Listening to: The NZ Breakers taking out a back to back championship win in the ANBL. Yeah!
So still playing catch-up with the blogging, mostly due to a heavy dose of REAL LIFE TM last week. So where were we? About three weeks back I think.
So three weeks ago, as March turned to April we all went up to Palmerston North for the weekend to go to the RNZAF 75th Annivesary Air Show at nearby RNZAF Base Ohakea. It was a fun trip.
Firstly though, since it probably needs addressing (and everyone I know who has asked me about the show mentions it), and to get it out of the way, the bad. A big part of the media coverage of the event was The Traffic.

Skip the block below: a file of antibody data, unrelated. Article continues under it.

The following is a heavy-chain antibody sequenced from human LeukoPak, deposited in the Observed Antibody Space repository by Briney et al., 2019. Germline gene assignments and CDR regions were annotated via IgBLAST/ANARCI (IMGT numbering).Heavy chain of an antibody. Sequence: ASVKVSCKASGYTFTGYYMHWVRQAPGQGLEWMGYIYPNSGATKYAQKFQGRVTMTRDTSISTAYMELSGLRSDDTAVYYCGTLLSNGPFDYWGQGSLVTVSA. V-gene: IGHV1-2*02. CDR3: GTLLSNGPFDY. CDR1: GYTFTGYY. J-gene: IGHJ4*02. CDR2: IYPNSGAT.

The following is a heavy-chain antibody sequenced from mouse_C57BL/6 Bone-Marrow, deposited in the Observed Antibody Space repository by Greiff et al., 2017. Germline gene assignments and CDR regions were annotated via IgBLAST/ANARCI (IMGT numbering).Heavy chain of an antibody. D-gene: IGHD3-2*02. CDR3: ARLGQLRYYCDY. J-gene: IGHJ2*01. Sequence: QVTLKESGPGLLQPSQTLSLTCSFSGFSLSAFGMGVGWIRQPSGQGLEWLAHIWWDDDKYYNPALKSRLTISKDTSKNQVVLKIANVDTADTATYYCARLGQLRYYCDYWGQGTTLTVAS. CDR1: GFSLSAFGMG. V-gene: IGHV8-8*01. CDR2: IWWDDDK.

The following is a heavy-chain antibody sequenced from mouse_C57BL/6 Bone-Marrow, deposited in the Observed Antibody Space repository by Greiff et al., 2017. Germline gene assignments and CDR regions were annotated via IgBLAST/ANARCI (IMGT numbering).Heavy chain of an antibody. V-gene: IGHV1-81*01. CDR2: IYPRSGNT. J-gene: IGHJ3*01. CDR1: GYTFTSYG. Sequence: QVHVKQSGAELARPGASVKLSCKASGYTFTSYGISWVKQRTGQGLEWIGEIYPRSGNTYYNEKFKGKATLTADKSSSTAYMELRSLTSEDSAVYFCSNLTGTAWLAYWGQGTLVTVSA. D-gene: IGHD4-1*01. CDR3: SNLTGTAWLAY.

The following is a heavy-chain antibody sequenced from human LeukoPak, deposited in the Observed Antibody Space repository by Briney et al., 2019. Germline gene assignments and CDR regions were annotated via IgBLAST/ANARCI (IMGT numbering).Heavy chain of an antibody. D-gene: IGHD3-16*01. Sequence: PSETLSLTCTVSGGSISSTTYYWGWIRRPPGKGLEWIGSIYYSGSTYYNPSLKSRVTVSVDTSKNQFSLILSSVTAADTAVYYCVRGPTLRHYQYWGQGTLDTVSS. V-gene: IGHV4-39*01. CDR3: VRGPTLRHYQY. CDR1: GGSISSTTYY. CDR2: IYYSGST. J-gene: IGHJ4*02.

It is a bit sad and disappointing that what should have been a great occasion (and was for those who got to attend) was spoiled for many by The Traffic. It was so bad that many didn’t get to the airfield, even those who had left ample time for the journey. The traffic management for getting to the show was a debacle, no other word for it. If there was a plan, there was no evidence of it, or it was executed incompetently. Certainly the flow was much worse than any other show I have been to at Ohakea. The arrival routes and detours were reasonably well advised in advance publicity (even if some of them made no sense at all, like routing traffic through choke points rather than around them), but at the time we arrived at least on the day there was no signposting or off-base direction whatsoever for air show traffic. Since I know the roads around there reasonably well I knew where to go anyway, but most of the people arriving didn’t know (and shouldn’t be expected to). Hence lots of traffic going where it wasn’t planned to, not helped by an accident on one of the inbound routes.